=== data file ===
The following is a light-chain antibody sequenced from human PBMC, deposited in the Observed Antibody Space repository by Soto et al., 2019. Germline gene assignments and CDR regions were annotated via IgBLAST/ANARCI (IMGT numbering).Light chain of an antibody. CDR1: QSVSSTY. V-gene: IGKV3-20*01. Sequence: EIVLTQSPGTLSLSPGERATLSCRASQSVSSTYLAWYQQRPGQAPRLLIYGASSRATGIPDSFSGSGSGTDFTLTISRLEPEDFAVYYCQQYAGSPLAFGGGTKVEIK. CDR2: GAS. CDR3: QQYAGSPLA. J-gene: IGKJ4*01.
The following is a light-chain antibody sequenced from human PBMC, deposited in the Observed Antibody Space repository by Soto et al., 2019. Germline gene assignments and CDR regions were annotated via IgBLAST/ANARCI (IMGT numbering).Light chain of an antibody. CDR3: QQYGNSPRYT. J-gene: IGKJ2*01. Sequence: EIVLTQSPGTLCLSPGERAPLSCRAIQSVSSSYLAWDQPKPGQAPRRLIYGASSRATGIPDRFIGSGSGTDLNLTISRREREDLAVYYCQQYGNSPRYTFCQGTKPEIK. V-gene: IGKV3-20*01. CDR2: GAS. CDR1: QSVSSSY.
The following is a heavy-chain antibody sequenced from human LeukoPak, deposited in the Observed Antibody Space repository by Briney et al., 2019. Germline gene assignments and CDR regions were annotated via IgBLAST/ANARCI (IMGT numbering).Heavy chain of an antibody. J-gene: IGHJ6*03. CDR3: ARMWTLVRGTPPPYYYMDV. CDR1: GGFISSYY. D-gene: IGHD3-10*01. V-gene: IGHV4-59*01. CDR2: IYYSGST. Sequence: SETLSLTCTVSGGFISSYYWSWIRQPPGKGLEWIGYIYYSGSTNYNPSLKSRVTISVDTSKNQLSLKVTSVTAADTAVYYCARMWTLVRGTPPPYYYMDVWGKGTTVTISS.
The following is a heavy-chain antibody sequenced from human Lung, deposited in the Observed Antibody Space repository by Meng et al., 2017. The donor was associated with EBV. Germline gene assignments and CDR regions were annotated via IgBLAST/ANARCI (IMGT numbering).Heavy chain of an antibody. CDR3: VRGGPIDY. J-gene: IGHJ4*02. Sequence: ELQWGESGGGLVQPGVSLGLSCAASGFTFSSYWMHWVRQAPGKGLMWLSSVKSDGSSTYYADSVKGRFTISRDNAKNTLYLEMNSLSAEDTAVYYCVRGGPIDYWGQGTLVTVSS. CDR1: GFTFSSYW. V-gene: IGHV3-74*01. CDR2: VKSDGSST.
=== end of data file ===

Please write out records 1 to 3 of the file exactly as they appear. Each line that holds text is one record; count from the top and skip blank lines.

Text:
The following is a light-chain antibody sequenced from human PBMC, deposited in the Observed Antibody Space repository by Soto et al., 2019. Germline gene assignments and CDR regions were annotated via IgBLAST/ANARCI (IMGT numbering).Light chain of an antibody. CDR1: QSVSSTY. V-gene: IGKV3-20*01. Sequence: EIVLTQSPGTLSLSPGERATLSCRASQSVSSTYLAWYQQRPGQAPRLLIYGASSRATGIPDSFSGSGSGTDFTLTISRLEPEDFAVYYCQQYAGSPLAFGGGTKVEIK. CDR2: GAS. CDR3: QQYAGSPLA. J-gene: IGKJ4*01.
The following is a light-chain antibody sequenced from human PBMC, deposited in the Observed Antibody Space repository by Soto et al., 2019. Germline gene assignments and CDR regions were annotated via IgBLAST/ANARCI (IMGT numbering).Light chain of an antibody. CDR3: QQYGNSPRYT. J-gene: IGKJ2*01. Sequence: EIVLTQSPGTLCLSPGERAPLSCRAIQSVSSSYLAWDQPKPGQAPRRLIYGASSRATGIPDRFIGSGSGTDLNLTISRREREDLAVYYCQQYGNSPRYTFCQGTKPEIK. V-gene: IGKV3-20*01. CDR2: GAS. CDR1: QSVSSSY.
The following is a heavy-chain antibody sequenced from human LeukoPak, deposited in the Observed Antibody Space repository by Briney et al., 2019. Germline gene assignments and CDR regions were annotated via IgBLAST/ANARCI (IMGT numbering).Heavy chain of an antibody. J-gene: IGHJ6*03. CDR3: ARMWTLVRGTPPPYYYMDV. CDR1: GGFISSYY. D-gene: IGHD3-10*01. V-gene: IGHV4-59*01. CDR2: IYYSGST. Sequence: SETLSLTCTVSGGFISSYYWSWIRQPPGKGLEWIGYIYYSGSTNYNPSLKSRVTISVDTSKNQLSLKVTSVTAADTAVYYCARMWTLVRGTPPPYYYMDVWGKGTTVTISS.